Heartbreaking thread .
Northern - 'its love not death that has the last word' - Thank you for posting those words, they struck a real chord in me.
I was driving down Ilford Lane a couple of weeks ago (it's a busy busy road).
There was a horse drawn carriage coming towards me, two lovely , flashy grey (white) horses trotting, their manes and tails flowing.
Behind them I saw a glass carriage, like Cinderellas Coach.
"Oh , someones getting married " I thought.
The traffic was almost stationary both ways.
Then I saw , inside , a miniature white coffin. Maybe 2' in length.
Oh, how desperately sad. For the family to lose a child (a very young child by the size of the coffin)
The beautiful fairytale carriage that wasn't a Happy Ever After it was every parents worse nightmare.
And the Funeral Directors who have the worst task of preparing a childs funeral
And so the traffic moved. But I think everyone on that road was touched by this unknown infant.
Random, 70 but that's the street my DH grew up. I remember seeing a hearse, a long procession, where I live. People stopped in the streets as you do, and so did I- and saw a tiny coffin. I was with my at the time 2yo DC, it was just a trip to the shops that day, but it made me think that what was an ordinary, dull day to me was a day the parents must want so desperately, and that a day that was like any other to me, until seeing the coffin of course, would be a day they could never, ever forget and was so important to them.
I went to the funeral of one of my brother's schoolfriends who died very suddenly of an undiagnosed heart condition aged just 8. I was 12 so it's 25 years ago. I still think of his mother, a single mum of just him with dad not on the scene, being physically supported into church, through the ceremony and back out by members of her family. She was just utterly broken, her only child gone without her having chance to say goodbye or tell him she loved him, and I could recognise, even at just 12yo, how terribly terribly wrong that was. As a mother now, I can't even begin to comprehend what she has gone through. I don't know what happened to her - she moved away - but to this day I think of her (who I didn't really know) and her son (who I did) often. I wish I could tell her that he isn't forgotten; the best I can do is make sure I don't forget him.
The funeral of my child was the hardest day of my life. I try not to think about the time, because now I think back to it and cannot believe it was us who it happened to and how I'm still standing. I cannot believe I didn't die on the spot (it was what I imagined would happen if one of my DC were to die). Somehow and from somewhere you drag yourself through. I am still in the stage of dragging myself through (not even a year ago). Some days are lighter and I smile, but I always, always, always think of my baby and feel such despair and sadness - even if it looks like I'm doing 'ok'
OP, please please continue to support your friends. Your being there at the funeral would have been noticed by them. It is such a lonely road ahead for them, send them a text, keep sending them texts at random times or on the anniversary. Mention their child. (For more information see the thread on here about What Not to Say to a Bereaved Parent). It is great they have friends like you to help them through undoubtedly the darkest days of their lives.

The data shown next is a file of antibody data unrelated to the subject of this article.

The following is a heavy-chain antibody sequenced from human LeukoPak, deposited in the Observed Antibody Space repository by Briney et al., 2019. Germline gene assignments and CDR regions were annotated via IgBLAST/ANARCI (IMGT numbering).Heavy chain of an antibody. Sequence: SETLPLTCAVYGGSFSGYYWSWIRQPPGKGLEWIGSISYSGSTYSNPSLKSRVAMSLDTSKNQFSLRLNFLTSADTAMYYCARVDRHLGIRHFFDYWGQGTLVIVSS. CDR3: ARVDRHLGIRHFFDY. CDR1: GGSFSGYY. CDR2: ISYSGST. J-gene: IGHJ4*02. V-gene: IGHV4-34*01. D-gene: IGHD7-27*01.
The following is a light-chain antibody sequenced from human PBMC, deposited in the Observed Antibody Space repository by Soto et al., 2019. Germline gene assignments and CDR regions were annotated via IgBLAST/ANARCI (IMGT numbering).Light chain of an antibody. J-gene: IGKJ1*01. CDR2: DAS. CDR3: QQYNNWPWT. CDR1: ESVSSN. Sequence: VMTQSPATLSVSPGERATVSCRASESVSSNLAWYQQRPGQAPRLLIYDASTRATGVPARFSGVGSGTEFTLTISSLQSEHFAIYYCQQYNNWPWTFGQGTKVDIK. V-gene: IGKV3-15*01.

theday is right. The worst day of my life was when we buried my 21 year old DS on 21st August last year. It was a day equal in horror to the day he died. I can't quite believe that we were able to make his funeral day a day of joy and celebration. I don't know how we did it. We were dignified and in control on the outside but inside I was screaming. I was terribly afraid I was going to break down and I would have hated my other two DS to witness that. I cry just thinking about that day.
Please all of you don't stop looking after your friends. Talk to them and say their child's name. Random texts and phone calls are lovely too. Allow us to be forgetful or quiet or just normal. Whatever are all good. Whatever you do, please don't ignore us or don't mention our children's names. Don't think you can upset us by saying something about our children. The worst has already happened.
theday and lily such eloquent and heartbreaking posts.
A close childhood friend of our mine and of our family died in her early 30s, leaving 2 tiny children. Our whole family went to her funeral and I will never forget her parents' silent grief.
My dad died 2 years ago, and my friend's dad, who is quite reclusive, came to the funeral simply because we were the only family friends who went to his daughter's. Such things matter.
Stay in touch and remember the important dates. Xx
We went to our friend's 5 year old DS's funeral last year. A very, very sad day
At ds1's funeral he had a brown wooden coffin. I was adamant that he wasn't having a white coffin. The funeral director didn't charge us for his service or burial.
I also had to go to my friend's sons funeral. He died after a long struggle suffering with a brain tumour and was one of the bravest children I have ever met.